8. Bils, Mark, 1987. "The Cyclical Behavior of Marginal Cost and Price," American Economic Review, American Economic Association, vol. 77(5), pages 838-55, December.
  9. Rajiv Lal & Chakravarthi Narasimhan, 1996. "The Inverse Relationship Between Manufacturer and Retailer Margins: A Theory," Marketing Science, INFORMS, vol. 15(2), pages 132-151.
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  12. Nevo, Aviv, 1999. "Measuring Market Power in the Ready-to-Eat Cereal Industry," Competition Policy Center, Working Paper Series qt7cm5p858, Competition Policy Center, Institute for Business and Economic Research, UC Berkeley.
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  15. Rotemberg, Julio J & Woodford, Michael, 1996. "Imperfect Competition and the Effects of Energy Price Increases on Economic Activity," Journal of Money, Credit and Banking, Blackwell Publishing, vol. 28(4), pages 550-77, November.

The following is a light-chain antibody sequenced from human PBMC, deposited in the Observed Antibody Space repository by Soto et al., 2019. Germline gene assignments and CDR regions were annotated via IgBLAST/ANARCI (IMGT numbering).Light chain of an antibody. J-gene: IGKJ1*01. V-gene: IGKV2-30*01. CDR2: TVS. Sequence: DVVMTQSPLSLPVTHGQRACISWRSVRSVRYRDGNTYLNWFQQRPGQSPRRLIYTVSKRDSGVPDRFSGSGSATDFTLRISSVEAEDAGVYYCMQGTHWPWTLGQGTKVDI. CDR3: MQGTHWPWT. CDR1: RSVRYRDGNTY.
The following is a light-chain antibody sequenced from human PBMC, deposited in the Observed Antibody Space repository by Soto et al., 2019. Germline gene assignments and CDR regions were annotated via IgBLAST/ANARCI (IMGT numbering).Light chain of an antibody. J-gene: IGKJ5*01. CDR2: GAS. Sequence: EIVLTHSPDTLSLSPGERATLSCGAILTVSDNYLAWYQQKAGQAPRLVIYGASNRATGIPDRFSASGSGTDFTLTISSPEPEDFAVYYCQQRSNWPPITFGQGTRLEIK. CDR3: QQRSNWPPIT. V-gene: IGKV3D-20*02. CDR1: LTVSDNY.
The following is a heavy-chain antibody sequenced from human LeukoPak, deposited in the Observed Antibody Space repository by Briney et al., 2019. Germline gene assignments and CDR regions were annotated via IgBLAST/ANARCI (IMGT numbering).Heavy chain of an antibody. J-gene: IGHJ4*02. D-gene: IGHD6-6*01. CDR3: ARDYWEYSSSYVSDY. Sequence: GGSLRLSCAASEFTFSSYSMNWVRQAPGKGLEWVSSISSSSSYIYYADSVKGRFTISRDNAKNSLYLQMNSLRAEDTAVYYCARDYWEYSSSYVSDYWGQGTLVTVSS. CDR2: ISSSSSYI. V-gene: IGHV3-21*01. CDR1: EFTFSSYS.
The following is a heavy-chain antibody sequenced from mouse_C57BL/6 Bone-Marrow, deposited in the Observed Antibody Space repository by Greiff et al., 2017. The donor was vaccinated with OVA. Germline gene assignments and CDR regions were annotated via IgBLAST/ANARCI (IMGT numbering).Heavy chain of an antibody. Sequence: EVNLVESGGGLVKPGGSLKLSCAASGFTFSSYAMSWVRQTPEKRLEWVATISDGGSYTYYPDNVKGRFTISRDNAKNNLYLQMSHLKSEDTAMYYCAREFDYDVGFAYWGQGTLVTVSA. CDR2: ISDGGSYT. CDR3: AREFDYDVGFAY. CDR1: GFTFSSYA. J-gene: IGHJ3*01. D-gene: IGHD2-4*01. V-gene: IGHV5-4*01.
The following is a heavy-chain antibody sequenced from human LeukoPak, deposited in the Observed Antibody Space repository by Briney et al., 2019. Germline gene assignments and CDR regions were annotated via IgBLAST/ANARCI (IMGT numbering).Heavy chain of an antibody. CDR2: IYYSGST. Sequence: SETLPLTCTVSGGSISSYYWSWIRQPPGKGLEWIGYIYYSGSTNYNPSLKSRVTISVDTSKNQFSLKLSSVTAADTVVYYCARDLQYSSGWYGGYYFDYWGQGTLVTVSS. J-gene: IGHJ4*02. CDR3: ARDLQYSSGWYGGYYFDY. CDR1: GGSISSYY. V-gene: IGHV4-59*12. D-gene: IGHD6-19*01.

16. Slade, Margaret E, 1998. "Optimal Pricing with Costly Adjustment: Evidence from Retail-Grocery Prices," Review of Economic Studies, Wiley Blackwell, vol. 65(1), pages 87-107, January.
  17. Richard Schmalensee, 1978. "Entry Deterrence in the Ready-to-Eat Breakfast Cereal Industry," Bell Journal of Economics, The RAND Corporation, vol. 9(2), pages 305-327, Autumn.
  18. Robert E. Hall, 1986. "Market Structure and Macroeconomic Fluctuations," Brookings Papers on Economic Activity, Economic Studies Program, The Brookings Institution, vol. 17(2), pages 285-338.